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Africa Should Capitalize On a 'Demographic Dividend'

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With just a few weeks to go until AfricaCom 2018, Connecting Africa has been speaking to some of the AfricaCom Ambassadors, a group of 30 leaders and innovators from across the continent with unique stories about Africa's digital transformation.

Elizabeth Ntonjira, Communication Manager for Central, East and West Africa at IBM, was awarded this year's 'International Woman in Tech' award at the prestigious Women4Africa Awards for her work at IBM in communicating the latest tech trends, research and innovation to the East African market.

Connecting Africa: Tell us a bit about your background and experience.

Elizabeth Ntonjira: I'm currently the IBM Communication Manager for Central, East and West Africa leading external communication activities supporting business issues of major consequence to IBM and the business units in 25 sub-Saharan countries, as well as acting in a consulting capacity, providing communication advice and counsel to executive line management. My background has been in strategic communications, managing and overseeing media relations, public affairs campaigns, outreach programs, branding and social media strategies, policy facilitation and advocacy. I have gained this experience within a number of roles in the public, private and international development sectors spanning over 10 years. I began my career when I was pretty young: At 18, I was a regular columnist with one of the largest media houses in East and Central Africa; At 19, while I was pursuing my law degree, I began my career in TV on one of the local Kenyan TV stations.

In my current capacity, I'm tasked with developing communication plans and strategies, I collaborate on the messaging architecture that helps IBM’s mission, and help arm the sales and business partner organizations with messages and success stories that promote IBM's leadership in Sub-Saharan Africa.

CA: What excites you most about working in the African tech sector?

EN: The world has changed and continues to change rapidly due to globalization and technological advancements. For instance, Sub-Saharan Africa continues to lead the world in the adoption of mobile money services, with more than one fifth of mobile connections in the region linked to a mobile money account. The workforce in the West seems to be shrinking, while it's rapidly growing in Africa. With so many of the world's youth concentrated in Africa, countries have the advantage of a large working-age population and should be looking to capitalize on a 'demographic dividend,' and I see a huge opportunity for this in the tech industry. Besides that, I'm passionate about telling African innovation stories. There is so much potential and so many opportunities that we can and should leverage to solve some of Africa's challenges.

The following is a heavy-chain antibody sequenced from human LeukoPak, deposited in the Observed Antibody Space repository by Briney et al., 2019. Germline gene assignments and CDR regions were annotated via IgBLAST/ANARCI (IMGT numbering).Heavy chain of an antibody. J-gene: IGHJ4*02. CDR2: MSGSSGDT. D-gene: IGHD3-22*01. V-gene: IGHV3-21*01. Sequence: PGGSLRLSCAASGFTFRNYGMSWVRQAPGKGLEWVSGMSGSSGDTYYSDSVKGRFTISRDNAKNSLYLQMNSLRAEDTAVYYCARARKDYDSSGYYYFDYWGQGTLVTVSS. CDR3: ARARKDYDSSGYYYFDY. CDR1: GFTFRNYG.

CA: What changes do you think we need to see to boost equality and inclusion of women in the tech sector?

EN: What I've seen is that over time… the many initiatives that encourage girls to take up STEM [Science, Technology, Engineering and Mathematics] and tech-related subjects are beginning to bear fruit. Encouragingly, more and more girls are taking up STEM subjects. This will not only shore up the number of women working in technical field, but will also ensure diversity in the sector. Tech is a hot sector at the moment and it is exciting to see more women getting involved. Beyond the technical aspect of technology, I think there is also an important place for non-technical skills like mine -- expertise in new media, social media strategy, online business models, digital marketing, e-commerce, gadgets, and Information Technology infrastructure, which are all essential to the technology ecosystem. These are also important skills and it is important to assist the youth access training and educational opportunities in these fields too.

CA: In your opinion, what kinds of technology are going to be the most disruptive in Africa?

EN: Product innovation, process innovation and business model innovation. Business model innovation is a sweet spot. It appeals to both cost and convenience aspects of disruptiveness, which are key! So, I'd say cloud is already disrupting the region by giving cash-strapped startups and individuals cost-effective access to tech, as well as convenience of access from wherever, whenever, with global scalability in-built. This is true with industry-based cloud platforms such as the IBM cloud, which supports cutting-edge tech such as containerization, Kubernetes, Cloud Foundry, as well others across IaaS, PaaS and SaaS solutions.

Other technologies such as blockchain, cognitive computing, IoT, mobile and event-driven serverless architectures are also set to disrupt the continent.

There’s still time to book your pass to Africa's largest tech, media and telecoms festival, AfricaCom, taking place in Cape Town, 13-15 November 2018. Book now!

— Gabriella Jeakins, Digital Content Marketer, KNect365, for Connecting Africa.

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